That same idea of scrutinizing the role of hospital prices and bringing the art of savvy shopper to play in selecting premium care could help shake up the hospital industry and foster competition not only across regions, but foreign borders as well. Even though hospitals probably won’t be flashing their prices on roadside billboards anytime soon, the recent public release of Medicare charges is a step toward exposing the secretive nature of costs and one that might provoke employers to see beyond borders to reduce their healthcare costs.
Employers then entertaining the thought of sending their employees overseas to cut into the cost of their medical offerings should look no further than their lunchrooms for confirmation. In case they did not know, they already have an employee base from which to work from.
In fact, minority and ethnic populations are growing at such a rate that they will soon become a majority designation. From Asians and Latin Americans to Pacific Islanders and natives of the Middle East, diverse groups of people and their descendants not only live in the United States, but work here as well.
Immigrants account for more than 35 percent of workers in the farming and custodial/building maintenance industries. Nearly 30 percent are construction workers. The manufacturing and food service industries combine to fill more than 20 percent of their workforce with foreign-born employees.7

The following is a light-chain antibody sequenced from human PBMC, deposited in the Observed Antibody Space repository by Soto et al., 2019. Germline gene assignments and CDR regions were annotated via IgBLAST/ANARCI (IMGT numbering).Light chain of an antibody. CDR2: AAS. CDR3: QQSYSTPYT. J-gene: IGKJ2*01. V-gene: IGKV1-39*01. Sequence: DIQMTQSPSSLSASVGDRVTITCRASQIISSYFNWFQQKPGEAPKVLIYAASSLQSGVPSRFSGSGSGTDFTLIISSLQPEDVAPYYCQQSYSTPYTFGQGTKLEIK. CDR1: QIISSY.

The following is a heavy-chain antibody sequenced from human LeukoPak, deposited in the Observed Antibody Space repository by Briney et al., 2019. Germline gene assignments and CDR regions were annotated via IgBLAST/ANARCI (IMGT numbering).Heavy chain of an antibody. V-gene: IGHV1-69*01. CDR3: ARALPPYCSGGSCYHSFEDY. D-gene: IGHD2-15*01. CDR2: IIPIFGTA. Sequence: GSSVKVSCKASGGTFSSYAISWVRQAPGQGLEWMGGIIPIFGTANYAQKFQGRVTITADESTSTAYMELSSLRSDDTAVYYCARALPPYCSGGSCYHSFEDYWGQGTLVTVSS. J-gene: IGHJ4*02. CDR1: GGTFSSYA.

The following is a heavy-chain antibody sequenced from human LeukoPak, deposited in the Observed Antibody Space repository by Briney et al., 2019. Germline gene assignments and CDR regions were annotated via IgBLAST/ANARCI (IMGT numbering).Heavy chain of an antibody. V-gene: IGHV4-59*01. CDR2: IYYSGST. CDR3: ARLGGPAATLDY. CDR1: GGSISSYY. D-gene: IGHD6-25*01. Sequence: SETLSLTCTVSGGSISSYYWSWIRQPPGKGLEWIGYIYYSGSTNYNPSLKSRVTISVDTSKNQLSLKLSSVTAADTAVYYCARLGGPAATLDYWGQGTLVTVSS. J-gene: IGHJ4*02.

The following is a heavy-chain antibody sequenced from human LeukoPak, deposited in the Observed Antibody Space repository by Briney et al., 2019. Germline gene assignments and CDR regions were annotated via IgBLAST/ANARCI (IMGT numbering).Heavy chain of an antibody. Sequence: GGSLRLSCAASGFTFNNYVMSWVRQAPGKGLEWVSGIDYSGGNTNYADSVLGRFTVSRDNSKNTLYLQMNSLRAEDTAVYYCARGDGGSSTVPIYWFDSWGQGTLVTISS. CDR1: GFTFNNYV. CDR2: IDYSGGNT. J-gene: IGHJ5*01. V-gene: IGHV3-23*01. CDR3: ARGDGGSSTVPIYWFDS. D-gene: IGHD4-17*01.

But, don’t get the wrong idea. Not all foreign-born workers are employed in low-paying, low-skilled occupations, either. The Migration Policy Institute study found that 19 percent of immigrant workers are employed in professional industries including professional services, education and healthcare.8
More than half of the growth in the total population of the United States between 2000 and 2010 was due to an increase in the Hispanic population. In 2010, there were 50.5 million Hispanics in the United States – or 16 percent of the population – rising from 30.5 million at the turn of the millennium when this group made up 13 percent of the total population. The growth of some 15.2 million during this period accounted for more than half of the 27.3 increase in the total population in the United States.9